Have you ever heard the old saying, “there’s no point in beating a dead horse?” Well Hillary Clinton disproved this saying yesterday after winning the Pennsylvania primary by a decisive 10 point margin, proving that you in fact can bring a dead horse back to life if you smack it around enough. Now there’s an image.
Barack Obama, who still leads Clinton in delegate, superdelegate, and popular votes, hoped to put the final nail in Clinton’s coffin yesterday. But after Clinton’s decisive victory, her campaign is sufficiently resurrected, and the Democrats will remain in their never-ending battle.
Whereas there has been a huge spike in civic participation due to the exciting Democratic primary, it could be hurting the Democrats in the end and giving the Republicans an advantage. While the Democrats continue to decide which candidate to rally behind, John McCain can move forward as the presumptive Republican nominee and focus on uniting his party behind him.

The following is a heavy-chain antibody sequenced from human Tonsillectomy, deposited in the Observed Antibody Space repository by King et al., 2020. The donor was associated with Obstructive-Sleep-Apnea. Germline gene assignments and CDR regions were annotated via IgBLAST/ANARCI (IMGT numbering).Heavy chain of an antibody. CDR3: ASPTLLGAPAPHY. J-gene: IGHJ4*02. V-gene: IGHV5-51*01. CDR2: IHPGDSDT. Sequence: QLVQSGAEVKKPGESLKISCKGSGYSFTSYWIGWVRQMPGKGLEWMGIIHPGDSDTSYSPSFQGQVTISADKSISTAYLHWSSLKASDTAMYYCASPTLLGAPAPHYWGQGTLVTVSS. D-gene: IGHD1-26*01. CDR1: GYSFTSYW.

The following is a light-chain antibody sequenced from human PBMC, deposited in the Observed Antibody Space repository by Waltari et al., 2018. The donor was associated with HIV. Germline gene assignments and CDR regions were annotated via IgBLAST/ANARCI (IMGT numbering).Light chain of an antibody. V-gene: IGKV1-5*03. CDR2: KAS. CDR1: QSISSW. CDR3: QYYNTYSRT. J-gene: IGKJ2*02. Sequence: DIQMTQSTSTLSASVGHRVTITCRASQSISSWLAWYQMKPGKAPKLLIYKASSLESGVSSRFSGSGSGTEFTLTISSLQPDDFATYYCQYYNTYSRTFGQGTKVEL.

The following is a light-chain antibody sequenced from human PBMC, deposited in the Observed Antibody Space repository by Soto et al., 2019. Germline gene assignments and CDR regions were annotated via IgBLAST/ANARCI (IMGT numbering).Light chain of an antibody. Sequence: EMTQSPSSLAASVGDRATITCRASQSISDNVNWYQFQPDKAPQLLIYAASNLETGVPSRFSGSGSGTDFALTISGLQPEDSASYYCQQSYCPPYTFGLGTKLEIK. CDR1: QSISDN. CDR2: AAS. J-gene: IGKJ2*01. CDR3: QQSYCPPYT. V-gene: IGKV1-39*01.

Meanwhile, the Democratic race is only dividing the DNC further and further, something that could be very bad news for them in November. In Pennsylvania, for example, “only 50 percent of Pennsylvania voters who picked Clinton said they would vote for Obama if he was the Democratic nominee, but 26 percent said they would vote for McCain.” Basically, many Democrats have said that they would rather not vote than vote for the other Democratic candidate.
So here’s the question: would the final outcome of the Democratic primary affect whether or not you vote in November? Would you opt out of voting if your favorite candidate isn’t on the ticket? Obviously we hope you would choose to vote, but if not, tell us why!